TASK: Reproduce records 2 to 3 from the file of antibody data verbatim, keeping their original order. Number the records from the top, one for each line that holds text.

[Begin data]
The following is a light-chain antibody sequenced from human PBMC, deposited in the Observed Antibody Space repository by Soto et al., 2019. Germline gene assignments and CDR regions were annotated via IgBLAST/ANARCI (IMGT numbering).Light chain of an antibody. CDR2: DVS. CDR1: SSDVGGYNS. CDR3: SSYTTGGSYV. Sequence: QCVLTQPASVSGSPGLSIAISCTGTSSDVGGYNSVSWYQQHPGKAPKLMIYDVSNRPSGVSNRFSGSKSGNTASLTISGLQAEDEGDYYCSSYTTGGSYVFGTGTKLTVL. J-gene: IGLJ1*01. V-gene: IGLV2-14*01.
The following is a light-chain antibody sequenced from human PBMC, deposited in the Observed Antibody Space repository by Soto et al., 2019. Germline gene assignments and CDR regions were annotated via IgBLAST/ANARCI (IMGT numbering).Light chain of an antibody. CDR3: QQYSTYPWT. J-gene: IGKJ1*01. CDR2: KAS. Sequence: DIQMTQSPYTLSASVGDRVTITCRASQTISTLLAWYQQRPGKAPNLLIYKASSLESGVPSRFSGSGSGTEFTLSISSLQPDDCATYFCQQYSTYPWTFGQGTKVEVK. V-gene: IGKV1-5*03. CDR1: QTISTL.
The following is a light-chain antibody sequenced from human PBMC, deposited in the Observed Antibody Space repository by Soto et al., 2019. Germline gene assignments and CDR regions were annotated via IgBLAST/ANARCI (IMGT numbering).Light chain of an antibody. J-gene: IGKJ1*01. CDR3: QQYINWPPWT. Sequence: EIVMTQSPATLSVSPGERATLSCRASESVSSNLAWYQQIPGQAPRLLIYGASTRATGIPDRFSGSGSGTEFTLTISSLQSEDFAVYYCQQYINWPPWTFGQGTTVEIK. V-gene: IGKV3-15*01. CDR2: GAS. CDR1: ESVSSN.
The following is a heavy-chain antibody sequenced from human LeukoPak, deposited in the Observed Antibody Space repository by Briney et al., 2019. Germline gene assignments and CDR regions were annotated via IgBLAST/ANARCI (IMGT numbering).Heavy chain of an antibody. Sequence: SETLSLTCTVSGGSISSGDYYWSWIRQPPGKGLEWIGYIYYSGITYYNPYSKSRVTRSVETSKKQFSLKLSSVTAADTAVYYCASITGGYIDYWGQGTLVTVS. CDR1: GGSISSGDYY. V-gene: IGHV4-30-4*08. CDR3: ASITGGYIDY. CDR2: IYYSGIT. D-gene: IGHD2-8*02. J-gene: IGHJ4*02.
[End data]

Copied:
The following is a light-chain antibody sequenced from human PBMC, deposited in the Observed Antibody Space repository by Soto et al., 2019. Germline gene assignments and CDR regions were annotated via IgBLAST/ANARCI (IMGT numbering).Light chain of an antibody. CDR3: QQYSTYPWT. J-gene: IGKJ1*01. CDR2: KAS. Sequence: DIQMTQSPYTLSASVGDRVTITCRASQTISTLLAWYQQRPGKAPNLLIYKASSLESGVPSRFSGSGSGTEFTLSISSLQPDDCATYFCQQYSTYPWTFGQGTKVEVK. V-gene: IGKV1-5*03. CDR1: QTISTL.
The following is a light-chain antibody sequenced from human PBMC, deposited in the Observed Antibody Space repository by Soto et al., 2019. Germline gene assignments and CDR regions were annotated via IgBLAST/ANARCI (IMGT numbering).Light chain of an antibody. J-gene: IGKJ1*01. CDR3: QQYINWPPWT. Sequence: EIVMTQSPATLSVSPGERATLSCRASESVSSNLAWYQQIPGQAPRLLIYGASTRATGIPDRFSGSGSGTEFTLTISSLQSEDFAVYYCQQYINWPPWTFGQGTTVEIK. V-gene: IGKV3-15*01. CDR2: GAS. CDR1: ESVSSN.